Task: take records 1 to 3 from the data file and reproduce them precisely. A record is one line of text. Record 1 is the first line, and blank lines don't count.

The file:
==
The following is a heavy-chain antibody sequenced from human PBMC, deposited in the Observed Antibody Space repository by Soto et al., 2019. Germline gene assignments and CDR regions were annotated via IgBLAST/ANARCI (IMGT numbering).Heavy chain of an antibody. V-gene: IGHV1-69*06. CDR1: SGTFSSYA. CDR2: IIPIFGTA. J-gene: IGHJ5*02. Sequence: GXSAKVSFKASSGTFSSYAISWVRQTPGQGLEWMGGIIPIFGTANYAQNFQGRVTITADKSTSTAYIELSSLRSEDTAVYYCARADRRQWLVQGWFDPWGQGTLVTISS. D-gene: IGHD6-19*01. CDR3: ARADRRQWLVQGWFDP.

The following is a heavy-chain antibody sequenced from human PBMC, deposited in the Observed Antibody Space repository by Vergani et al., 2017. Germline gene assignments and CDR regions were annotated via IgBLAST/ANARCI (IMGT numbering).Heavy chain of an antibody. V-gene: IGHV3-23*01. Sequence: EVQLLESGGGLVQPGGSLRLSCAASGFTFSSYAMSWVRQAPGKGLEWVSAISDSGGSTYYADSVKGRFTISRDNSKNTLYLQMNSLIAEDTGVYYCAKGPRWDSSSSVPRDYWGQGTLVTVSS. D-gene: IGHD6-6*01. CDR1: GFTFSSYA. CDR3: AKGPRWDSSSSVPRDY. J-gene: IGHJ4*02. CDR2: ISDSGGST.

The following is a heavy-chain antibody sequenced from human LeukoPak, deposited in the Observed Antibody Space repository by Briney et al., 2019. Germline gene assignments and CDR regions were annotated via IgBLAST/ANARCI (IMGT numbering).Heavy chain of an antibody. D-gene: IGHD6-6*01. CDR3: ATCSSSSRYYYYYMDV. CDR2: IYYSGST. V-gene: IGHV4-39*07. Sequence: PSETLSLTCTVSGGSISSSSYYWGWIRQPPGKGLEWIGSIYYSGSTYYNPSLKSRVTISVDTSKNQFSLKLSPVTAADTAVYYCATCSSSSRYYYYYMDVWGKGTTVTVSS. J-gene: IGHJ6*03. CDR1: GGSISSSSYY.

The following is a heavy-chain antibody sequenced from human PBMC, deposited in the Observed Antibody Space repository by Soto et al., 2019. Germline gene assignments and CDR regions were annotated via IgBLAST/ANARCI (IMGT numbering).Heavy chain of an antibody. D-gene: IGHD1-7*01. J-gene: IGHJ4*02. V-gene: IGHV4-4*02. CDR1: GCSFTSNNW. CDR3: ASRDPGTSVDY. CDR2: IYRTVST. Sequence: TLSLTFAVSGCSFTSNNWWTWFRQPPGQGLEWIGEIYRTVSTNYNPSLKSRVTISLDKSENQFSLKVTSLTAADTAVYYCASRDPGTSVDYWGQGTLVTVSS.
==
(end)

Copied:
The following is a heavy-chain antibody sequenced from human PBMC, deposited in the Observed Antibody Space repository by Soto et al., 2019. Germline gene assignments and CDR regions were annotated via IgBLAST/ANARCI (IMGT numbering).Heavy chain of an antibody. V-gene: IGHV1-69*06. CDR1: SGTFSSYA. CDR2: IIPIFGTA. J-gene: IGHJ5*02. Sequence: GXSAKVSFKASSGTFSSYAISWVRQTPGQGLEWMGGIIPIFGTANYAQNFQGRVTITADKSTSTAYIELSSLRSEDTAVYYCARADRRQWLVQGWFDPWGQGTLVTISS. D-gene: IGHD6-19*01. CDR3: ARADRRQWLVQGWFDP.

The following is a heavy-chain antibody sequenced from human PBMC, deposited in the Observed Antibody Space repository by Vergani et al., 2017. Germline gene assignments and CDR regions were annotated via IgBLAST/ANARCI (IMGT numbering).Heavy chain of an antibody. V-gene: IGHV3-23*01. Sequence: EVQLLESGGGLVQPGGSLRLSCAASGFTFSSYAMSWVRQAPGKGLEWVSAISDSGGSTYYADSVKGRFTISRDNSKNTLYLQMNSLIAEDTGVYYCAKGPRWDSSSSVPRDYWGQGTLVTVSS. D-gene: IGHD6-6*01. CDR1: GFTFSSYA. CDR3: AKGPRWDSSSSVPRDY. J-gene: IGHJ4*02. CDR2: ISDSGGST.

The following is a heavy-chain antibody sequenced from human LeukoPak, deposited in the Observed Antibody Space repository by Briney et al., 2019. Germline gene assignments and CDR regions were annotated via IgBLAST/ANARCI (IMGT numbering).Heavy chain of an antibody. D-gene: IGHD6-6*01. CDR3: ATCSSSSRYYYYYMDV. CDR2: IYYSGST. V-gene: IGHV4-39*07. Sequence: PSETLSLTCTVSGGSISSSSYYWGWIRQPPGKGLEWIGSIYYSGSTYYNPSLKSRVTISVDTSKNQFSLKLSPVTAADTAVYYCATCSSSSRYYYYYMDVWGKGTTVTVSS. J-gene: IGHJ6*03. CDR1: GGSISSSSYY.